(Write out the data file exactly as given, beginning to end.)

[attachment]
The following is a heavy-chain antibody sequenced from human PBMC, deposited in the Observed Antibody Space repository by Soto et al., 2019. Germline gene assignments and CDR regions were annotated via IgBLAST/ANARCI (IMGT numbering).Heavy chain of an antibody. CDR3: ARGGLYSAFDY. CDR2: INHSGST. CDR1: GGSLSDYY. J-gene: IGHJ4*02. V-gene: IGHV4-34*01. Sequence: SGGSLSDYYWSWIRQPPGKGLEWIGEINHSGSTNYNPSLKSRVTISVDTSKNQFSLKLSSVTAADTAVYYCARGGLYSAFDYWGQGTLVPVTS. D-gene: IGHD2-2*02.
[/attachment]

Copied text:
The following is a heavy-chain antibody sequenced from human PBMC, deposited in the Observed Antibody Space repository by Soto et al., 2019. Germline gene assignments and CDR regions were annotated via IgBLAST/ANARCI (IMGT numbering).Heavy chain of an antibody. CDR3: ARGGLYSAFDY. CDR2: INHSGST. CDR1: GGSLSDYY. J-gene: IGHJ4*02. V-gene: IGHV4-34*01. Sequence: SGGSLSDYYWSWIRQPPGKGLEWIGEINHSGSTNYNPSLKSRVTISVDTSKNQFSLKLSSVTAADTAVYYCARGGLYSAFDYWGQGTLVPVTS. D-gene: IGHD2-2*02.